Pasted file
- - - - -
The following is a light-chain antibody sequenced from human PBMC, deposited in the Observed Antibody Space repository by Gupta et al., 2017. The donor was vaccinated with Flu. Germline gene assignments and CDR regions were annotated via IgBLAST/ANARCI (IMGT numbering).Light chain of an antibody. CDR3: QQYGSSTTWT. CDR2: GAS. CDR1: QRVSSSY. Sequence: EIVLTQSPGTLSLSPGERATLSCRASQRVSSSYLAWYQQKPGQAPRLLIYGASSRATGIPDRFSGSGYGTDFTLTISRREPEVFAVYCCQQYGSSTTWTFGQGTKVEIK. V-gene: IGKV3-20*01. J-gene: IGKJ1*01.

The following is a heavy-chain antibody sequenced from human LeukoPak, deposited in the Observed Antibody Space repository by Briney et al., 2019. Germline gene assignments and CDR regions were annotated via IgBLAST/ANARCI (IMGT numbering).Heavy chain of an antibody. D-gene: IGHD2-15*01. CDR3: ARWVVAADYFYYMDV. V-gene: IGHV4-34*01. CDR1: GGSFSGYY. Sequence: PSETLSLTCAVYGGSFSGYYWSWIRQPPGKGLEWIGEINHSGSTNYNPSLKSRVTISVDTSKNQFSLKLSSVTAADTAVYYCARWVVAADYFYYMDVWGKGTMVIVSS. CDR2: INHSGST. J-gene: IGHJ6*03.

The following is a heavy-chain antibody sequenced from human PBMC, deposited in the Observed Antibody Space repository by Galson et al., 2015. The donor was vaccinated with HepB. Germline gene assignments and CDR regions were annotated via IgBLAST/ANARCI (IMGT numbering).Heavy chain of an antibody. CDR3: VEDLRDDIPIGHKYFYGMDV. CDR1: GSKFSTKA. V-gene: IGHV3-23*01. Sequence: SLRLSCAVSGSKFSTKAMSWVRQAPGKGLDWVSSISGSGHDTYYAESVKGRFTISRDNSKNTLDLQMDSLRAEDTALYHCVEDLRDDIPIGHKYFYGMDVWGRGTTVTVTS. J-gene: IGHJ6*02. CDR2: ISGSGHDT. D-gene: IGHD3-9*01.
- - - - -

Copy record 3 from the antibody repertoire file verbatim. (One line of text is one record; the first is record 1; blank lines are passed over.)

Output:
The following is a heavy-chain antibody sequenced from human PBMC, deposited in the Observed Antibody Space repository by Galson et al., 2015. The donor was vaccinated with HepB. Germline gene assignments and CDR regions were annotated via IgBLAST/ANARCI (IMGT numbering).Heavy chain of an antibody. CDR3: VEDLRDDIPIGHKYFYGMDV. CDR1: GSKFSTKA. V-gene: IGHV3-23*01. Sequence: SLRLSCAVSGSKFSTKAMSWVRQAPGKGLDWVSSISGSGHDTYYAESVKGRFTISRDNSKNTLDLQMDSLRAEDTALYHCVEDLRDDIPIGHKYFYGMDVWGRGTTVTVTS. J-gene: IGHJ6*02. CDR2: ISGSGHDT. D-gene: IGHD3-9*01.